The elephant’s trunk was one of the most challenging parts of the rigging. I knew I wanted a simple FK trunk, and I knew I wanted a trunk with dynamics. However one of my animators had also informed me they wanted an IK spline trunk to animate with as well. As such, I needed a trunk that could switch between any of these, and more importantly, blend between any of them to any of the others. My desire to allow the trunks to blend meant I couldn’t simply use an “enum” attribute to change the parent constraints as this is an “all or nothing” attribute. Theres no way to have half of one and half of another. I also decided I couldn’t use a single “float” attribute with one of each of the control types at -1, 0 and 1. There would be no way for me to blend between the two trunk control types at either end (-1 and 1). They would only be able to each blend with the control type that was at 0.
Eventually I decided to use two different sliders, one that would blend between FK and “other” and a second that would blend between IK and Dynamic. This second slider controlled what the “other” was. In order to do this I had to create four duplicates of the trunk bone set up. I had an FK duplicate, an IK duplicate, a Dynamic duplicate and the “other” duplicate. The deform trunk was parent constrained to both the FK and the “other”. I then wired up the FK/other attribute to control which parent constraint was in use. The “other” trunk was then parent constrained to both the IK and the Dynamic and these parent constrains were wired to the second IK/Dynamic attribute.
It meant spending a huge amount of time in the Hypershade, wiring up various items. It was extremely time consuming as I had to organise items in the hypershade so I could see what was parented to what and where the wires actually needed to go. Its definitely the largest wiring system I’ve created when rigging so far.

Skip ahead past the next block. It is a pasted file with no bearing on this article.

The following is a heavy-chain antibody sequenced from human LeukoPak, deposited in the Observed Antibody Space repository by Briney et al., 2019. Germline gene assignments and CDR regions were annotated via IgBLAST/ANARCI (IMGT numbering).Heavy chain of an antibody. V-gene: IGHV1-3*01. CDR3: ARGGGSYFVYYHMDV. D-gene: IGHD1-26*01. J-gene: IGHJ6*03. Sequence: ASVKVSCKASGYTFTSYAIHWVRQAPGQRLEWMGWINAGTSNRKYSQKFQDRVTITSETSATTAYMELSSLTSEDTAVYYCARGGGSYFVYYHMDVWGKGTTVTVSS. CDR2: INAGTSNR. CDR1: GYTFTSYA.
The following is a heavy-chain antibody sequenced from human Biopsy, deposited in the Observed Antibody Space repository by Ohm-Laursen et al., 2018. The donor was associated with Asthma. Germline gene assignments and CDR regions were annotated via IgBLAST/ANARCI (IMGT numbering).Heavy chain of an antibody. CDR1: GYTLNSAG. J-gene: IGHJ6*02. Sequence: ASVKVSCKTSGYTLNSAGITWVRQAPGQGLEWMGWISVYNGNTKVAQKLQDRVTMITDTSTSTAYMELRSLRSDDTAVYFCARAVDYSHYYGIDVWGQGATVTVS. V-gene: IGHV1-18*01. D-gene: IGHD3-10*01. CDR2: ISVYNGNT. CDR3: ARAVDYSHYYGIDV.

Having achieved the ability to blend between any of the different control systems, I needed to actually work out how to create a dynamic trunk. I watched a variety of tutorials and read a load of sites before deciding what I felt would be the cleanest, and simplest, way of rigging it. I applied another IK spline to the trunk and then duplicated the spline curve. This duplicate would be the input for my dynamics. So this was the curve that I had to create controls for. I made them in the same way as I did for the trunk, by creating clusters for the various points along the curve and parent constraining the clusters to controllers. I then applied dynamics to this duplicate curve which created another two curves in the process. One was the dynamic curve, and one was the output of the dynamics. The final step was to make this output curve control the original IK spline. I simply applied a blendshape to the spline, turned it up to 1 and locked the attribute so it couldn’t be changed or broken.
Working with dynamics is slightly strange though, as the dynamics only update when Maya plays the animation. This means you can tweak the starting position of the trunk, but it doesnt actually move the mesh (or the bones) until you press play. I think it unlikely the animators will want to ever just have a dynamic trunk, but I feel it may be nice to blend with some FK animation to add some extra secondary motion to the trunk.
Finally, I created some extra attributes so that the animators can edit the flexibility and stiffness of the dynamics and so affect the way Maya calculates the shape of the output curve.